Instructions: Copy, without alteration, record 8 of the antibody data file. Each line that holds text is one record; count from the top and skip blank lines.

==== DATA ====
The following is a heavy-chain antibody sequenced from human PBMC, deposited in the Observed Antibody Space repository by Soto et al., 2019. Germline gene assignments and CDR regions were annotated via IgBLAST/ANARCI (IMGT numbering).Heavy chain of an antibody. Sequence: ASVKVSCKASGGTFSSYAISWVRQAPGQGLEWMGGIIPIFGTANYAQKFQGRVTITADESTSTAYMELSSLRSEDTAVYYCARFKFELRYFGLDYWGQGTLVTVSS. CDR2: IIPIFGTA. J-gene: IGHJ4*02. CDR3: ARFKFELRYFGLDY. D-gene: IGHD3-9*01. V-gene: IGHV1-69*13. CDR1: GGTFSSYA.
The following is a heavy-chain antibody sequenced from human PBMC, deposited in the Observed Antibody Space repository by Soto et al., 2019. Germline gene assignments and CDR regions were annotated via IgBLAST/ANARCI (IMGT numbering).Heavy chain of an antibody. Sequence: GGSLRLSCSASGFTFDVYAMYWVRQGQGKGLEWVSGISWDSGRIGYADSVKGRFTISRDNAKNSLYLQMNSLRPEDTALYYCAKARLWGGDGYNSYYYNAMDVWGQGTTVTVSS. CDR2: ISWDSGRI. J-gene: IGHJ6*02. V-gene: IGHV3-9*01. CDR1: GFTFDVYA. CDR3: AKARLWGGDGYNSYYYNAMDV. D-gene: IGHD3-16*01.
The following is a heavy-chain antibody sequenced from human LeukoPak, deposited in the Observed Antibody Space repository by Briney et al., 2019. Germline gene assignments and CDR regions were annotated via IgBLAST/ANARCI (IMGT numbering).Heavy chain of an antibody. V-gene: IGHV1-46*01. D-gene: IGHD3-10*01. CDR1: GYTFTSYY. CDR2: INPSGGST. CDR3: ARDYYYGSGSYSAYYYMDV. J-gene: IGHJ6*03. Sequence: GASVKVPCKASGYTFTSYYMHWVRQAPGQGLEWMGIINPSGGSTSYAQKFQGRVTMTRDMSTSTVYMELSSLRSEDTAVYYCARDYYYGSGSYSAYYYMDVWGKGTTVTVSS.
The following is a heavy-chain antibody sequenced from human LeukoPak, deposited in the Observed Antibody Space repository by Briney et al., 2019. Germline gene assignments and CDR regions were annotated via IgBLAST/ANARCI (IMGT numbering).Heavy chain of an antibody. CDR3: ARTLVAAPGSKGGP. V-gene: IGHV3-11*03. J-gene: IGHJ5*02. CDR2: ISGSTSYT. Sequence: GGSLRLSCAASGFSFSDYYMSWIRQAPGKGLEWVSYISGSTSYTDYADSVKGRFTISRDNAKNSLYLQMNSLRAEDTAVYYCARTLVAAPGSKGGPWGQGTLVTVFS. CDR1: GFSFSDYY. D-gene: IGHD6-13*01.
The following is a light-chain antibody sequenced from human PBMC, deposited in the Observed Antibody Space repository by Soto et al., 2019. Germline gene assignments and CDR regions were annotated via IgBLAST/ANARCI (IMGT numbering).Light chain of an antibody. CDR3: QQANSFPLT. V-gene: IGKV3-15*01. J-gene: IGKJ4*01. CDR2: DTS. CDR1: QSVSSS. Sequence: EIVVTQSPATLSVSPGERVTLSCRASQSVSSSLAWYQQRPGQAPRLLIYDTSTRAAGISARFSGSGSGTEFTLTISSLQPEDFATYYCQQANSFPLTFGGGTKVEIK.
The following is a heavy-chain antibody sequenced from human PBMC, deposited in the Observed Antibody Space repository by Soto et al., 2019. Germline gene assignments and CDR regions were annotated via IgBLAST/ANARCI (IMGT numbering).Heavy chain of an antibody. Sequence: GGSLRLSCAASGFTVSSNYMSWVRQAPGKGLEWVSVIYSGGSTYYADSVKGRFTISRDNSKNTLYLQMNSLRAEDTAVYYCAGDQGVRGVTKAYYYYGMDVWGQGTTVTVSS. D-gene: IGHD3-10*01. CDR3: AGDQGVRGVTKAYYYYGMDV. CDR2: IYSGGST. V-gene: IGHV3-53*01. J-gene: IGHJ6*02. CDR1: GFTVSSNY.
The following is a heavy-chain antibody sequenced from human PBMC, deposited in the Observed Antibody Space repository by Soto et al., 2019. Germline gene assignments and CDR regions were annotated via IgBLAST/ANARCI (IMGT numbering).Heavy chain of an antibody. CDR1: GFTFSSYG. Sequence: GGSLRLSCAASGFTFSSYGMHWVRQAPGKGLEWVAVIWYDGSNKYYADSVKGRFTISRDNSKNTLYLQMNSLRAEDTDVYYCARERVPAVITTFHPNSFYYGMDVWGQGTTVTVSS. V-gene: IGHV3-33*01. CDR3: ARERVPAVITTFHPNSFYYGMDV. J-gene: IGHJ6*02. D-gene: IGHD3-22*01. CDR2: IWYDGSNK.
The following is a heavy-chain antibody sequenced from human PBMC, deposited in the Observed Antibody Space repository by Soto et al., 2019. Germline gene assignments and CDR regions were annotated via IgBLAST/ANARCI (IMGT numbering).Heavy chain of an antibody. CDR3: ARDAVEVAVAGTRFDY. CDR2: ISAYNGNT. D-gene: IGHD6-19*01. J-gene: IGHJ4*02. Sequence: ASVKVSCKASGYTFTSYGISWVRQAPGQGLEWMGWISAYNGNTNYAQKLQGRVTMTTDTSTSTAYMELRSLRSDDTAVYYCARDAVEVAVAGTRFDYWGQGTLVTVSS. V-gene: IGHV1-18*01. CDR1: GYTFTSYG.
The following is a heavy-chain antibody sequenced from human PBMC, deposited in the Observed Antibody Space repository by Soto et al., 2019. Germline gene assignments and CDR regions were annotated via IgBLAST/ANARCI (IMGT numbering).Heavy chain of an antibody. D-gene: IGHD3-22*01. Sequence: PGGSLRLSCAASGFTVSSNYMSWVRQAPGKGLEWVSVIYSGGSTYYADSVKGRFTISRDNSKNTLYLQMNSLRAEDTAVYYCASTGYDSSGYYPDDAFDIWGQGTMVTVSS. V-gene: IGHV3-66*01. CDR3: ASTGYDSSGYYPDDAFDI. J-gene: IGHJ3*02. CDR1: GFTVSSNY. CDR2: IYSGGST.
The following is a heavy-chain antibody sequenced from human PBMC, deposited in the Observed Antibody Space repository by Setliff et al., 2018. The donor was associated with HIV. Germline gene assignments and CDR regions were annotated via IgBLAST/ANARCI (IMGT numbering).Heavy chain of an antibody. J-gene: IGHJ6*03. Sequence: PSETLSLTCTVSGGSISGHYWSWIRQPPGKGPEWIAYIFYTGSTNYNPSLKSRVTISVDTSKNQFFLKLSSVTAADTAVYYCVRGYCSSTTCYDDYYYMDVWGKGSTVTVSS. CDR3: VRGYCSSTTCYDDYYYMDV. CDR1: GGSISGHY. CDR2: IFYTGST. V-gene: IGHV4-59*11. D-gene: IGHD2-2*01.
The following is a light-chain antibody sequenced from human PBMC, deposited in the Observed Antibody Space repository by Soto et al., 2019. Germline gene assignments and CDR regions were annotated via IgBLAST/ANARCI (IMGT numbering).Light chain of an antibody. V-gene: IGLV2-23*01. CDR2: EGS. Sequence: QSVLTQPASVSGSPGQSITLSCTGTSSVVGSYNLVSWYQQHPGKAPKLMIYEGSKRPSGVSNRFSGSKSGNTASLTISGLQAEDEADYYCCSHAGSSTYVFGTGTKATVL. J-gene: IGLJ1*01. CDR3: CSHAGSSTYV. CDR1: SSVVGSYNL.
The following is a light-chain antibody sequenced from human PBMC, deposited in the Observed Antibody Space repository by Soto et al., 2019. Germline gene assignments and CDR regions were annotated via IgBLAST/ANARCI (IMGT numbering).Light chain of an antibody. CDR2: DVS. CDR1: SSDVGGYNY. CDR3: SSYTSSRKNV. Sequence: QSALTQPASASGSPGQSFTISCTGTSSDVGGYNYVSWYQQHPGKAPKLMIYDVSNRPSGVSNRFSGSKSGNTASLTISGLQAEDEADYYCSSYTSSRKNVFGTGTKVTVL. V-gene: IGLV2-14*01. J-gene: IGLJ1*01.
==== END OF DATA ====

The following is a heavy-chain antibody sequenced from human PBMC, deposited in the Observed Antibody Space repository by Soto et al., 2019. Germline gene assignments and CDR regions were annotated via IgBLAST/ANARCI (IMGT numbering).Heavy chain of an antibody. CDR3: ARDAVEVAVAGTRFDY. CDR2: ISAYNGNT. D-gene: IGHD6-19*01. J-gene: IGHJ4*02. Sequence: ASVKVSCKASGYTFTSYGISWVRQAPGQGLEWMGWISAYNGNTNYAQKLQGRVTMTTDTSTSTAYMELRSLRSDDTAVYYCARDAVEVAVAGTRFDYWGQGTLVTVSS. V-gene: IGHV1-18*01. CDR1: GYTFTSYG.